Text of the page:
From The Associated Press
DES MOINES, Iowa —
Residents in southeast Iowa have been complaining about Ku Klux Klan recruiting fliers stuffed beneath their mailboxes, but a county sheriff said the person behind the content is protected by free speech.
Sheriff Dan Tedrow said his office has received about 20 complaints from at least three communities in Van Buren County since March 29, The Des Moines Register reported.
Frank Ancona, of Park Hills, Mo., said he’s responsible for the fliers, which are being distributed to attract new members to the Traditionalist American Knights, a modern strain of the Ku Klux Klan. The 47-year-old said he’s been imperial wizard of the group for five years.
“I swore that if I got in my position I was going to change things, and since I’ve been Imperial Wizard, I’ve really pushed recruiting hard,” he said.
State Rep. Curt Hansen, D-Fairfield, noted a local paper’s coverage of the group, and expressed his concern with lawmakers Tuesday.
“I’m appalled that some sort of hate organization is trying to work its way into Iowa,” he said. “This is not a good thing for our community.”
David Cunningham, a sociology professor at Brandeis University in Waltham, Mass., said there are several examples throughout history of the group rebranding itself to show a “softer, more civic side.”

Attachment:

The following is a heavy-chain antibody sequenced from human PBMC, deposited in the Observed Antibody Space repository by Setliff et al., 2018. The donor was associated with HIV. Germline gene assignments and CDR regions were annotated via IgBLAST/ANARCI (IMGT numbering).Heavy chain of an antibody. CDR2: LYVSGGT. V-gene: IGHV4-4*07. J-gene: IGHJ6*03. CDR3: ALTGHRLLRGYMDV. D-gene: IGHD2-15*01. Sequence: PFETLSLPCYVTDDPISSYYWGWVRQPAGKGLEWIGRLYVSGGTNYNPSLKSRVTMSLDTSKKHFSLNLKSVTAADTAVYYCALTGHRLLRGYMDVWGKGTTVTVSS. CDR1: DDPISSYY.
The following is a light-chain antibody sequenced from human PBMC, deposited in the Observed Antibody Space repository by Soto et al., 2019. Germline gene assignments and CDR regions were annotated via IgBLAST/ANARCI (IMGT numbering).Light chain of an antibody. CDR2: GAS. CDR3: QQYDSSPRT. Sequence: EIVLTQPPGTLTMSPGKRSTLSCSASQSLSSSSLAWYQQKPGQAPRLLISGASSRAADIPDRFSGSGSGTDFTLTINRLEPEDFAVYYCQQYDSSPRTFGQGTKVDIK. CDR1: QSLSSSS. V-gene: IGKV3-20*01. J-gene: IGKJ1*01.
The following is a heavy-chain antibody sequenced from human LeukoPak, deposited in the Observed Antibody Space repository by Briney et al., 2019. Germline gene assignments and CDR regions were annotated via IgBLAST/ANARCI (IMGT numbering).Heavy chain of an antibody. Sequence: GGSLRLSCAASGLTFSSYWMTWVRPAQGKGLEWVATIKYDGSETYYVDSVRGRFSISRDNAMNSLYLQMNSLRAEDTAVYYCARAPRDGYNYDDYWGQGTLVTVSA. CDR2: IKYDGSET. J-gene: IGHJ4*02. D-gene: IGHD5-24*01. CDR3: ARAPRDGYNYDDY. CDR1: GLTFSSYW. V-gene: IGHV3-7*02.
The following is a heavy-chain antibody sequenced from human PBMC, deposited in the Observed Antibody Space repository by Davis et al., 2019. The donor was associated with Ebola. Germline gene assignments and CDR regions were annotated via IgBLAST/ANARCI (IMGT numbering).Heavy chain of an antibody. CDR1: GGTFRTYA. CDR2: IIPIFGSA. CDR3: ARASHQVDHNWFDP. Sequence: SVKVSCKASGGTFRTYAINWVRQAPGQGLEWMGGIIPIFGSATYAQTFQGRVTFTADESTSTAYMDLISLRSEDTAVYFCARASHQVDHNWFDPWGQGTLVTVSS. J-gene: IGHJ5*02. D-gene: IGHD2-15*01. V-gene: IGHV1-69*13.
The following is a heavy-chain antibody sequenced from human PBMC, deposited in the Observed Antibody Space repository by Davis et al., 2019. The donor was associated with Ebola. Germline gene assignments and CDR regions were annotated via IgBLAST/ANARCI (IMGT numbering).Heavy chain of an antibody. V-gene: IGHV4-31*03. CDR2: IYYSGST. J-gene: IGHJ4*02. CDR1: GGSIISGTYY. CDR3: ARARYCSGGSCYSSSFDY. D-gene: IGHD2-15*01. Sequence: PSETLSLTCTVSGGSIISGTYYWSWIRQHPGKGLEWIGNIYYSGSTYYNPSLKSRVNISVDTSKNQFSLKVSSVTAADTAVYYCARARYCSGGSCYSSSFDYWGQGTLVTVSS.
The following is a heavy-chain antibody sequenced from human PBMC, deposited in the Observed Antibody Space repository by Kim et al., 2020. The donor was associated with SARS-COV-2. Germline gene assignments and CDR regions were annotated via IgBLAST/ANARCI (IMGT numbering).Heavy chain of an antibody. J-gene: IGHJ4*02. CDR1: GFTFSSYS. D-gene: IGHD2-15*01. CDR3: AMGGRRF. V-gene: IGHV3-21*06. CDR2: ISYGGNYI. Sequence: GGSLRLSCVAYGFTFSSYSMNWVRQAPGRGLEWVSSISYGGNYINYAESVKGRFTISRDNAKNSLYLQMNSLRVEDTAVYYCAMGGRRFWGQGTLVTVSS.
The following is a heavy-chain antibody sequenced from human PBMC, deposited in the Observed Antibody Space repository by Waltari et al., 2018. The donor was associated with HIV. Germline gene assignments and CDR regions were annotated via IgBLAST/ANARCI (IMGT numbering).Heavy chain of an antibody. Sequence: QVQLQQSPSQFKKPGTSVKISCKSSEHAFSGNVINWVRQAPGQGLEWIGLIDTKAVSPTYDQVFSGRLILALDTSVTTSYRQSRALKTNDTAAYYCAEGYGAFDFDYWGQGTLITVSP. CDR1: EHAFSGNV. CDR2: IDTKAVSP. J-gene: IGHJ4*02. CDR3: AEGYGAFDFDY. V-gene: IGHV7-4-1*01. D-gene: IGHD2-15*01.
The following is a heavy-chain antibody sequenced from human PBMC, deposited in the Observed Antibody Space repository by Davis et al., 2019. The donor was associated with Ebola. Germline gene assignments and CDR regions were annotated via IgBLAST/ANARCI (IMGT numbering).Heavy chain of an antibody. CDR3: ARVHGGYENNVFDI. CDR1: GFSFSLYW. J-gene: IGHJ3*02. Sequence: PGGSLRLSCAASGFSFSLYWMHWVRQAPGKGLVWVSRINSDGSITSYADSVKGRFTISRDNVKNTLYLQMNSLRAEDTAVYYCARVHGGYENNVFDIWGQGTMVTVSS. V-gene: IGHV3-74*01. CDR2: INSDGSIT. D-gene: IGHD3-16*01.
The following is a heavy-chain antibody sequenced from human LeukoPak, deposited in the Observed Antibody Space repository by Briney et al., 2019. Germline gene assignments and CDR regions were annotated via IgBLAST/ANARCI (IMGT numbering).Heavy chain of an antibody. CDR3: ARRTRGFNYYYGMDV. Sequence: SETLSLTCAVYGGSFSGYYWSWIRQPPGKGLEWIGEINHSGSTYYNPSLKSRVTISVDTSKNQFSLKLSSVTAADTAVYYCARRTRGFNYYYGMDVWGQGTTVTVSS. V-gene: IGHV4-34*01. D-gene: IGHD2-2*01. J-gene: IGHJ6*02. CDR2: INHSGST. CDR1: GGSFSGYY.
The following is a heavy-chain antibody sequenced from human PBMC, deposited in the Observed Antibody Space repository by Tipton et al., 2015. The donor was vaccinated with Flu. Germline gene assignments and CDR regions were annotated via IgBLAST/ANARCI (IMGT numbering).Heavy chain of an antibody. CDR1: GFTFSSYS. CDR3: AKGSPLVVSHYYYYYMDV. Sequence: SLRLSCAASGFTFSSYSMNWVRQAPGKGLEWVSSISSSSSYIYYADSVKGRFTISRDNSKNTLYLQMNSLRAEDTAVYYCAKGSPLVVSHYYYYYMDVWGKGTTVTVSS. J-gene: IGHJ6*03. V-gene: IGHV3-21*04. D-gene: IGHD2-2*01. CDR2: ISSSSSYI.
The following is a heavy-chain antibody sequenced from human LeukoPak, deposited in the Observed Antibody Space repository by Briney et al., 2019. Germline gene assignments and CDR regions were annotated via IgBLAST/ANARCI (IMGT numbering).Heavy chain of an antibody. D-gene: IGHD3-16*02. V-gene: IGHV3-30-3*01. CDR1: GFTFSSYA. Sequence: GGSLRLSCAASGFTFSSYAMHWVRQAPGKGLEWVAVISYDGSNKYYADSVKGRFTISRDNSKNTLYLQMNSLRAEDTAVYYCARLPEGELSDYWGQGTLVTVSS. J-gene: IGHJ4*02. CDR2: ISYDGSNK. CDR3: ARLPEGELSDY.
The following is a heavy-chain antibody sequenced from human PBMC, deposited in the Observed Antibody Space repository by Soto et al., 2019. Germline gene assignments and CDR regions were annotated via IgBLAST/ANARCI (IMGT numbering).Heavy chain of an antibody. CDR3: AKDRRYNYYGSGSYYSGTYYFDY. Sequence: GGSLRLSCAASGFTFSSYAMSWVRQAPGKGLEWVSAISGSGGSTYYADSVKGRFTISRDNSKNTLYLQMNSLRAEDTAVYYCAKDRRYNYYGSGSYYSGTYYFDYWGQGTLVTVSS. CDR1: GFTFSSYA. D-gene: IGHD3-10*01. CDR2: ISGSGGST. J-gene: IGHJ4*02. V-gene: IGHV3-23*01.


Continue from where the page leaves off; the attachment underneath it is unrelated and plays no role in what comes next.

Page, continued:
“It’s almost like an onion, where you have these layers,” he said, and some Klan leaders “try to sell the outer layers that are really palatable and public.”
Ancona told the newspaper that his constitutional rights allow him to share his beliefs.
“We’ve got the right to say it, and we’ve got the right to win people over to our way of thinking,” he said.
Tedrow, the Van Buren County sheriff, said the fliers are protected free speech under the First Amendment. Mark Kende, constitutional law professor at Drake University Law School, agreed.
“The Supreme Court has consistently ruled that even racist hate speech is protected by the First Amendment,” Kende said. “The only time it is not allowed is when the speech is an incitement to commit a crime or do public harm.”
The group’s website said it “is a white, patriotic Christian organization that bases its roots back to the Ku Klux Klan of the early 20th century.” The Southern Poverty Law Center estimates the group’s total nationwide numbers at 4,000.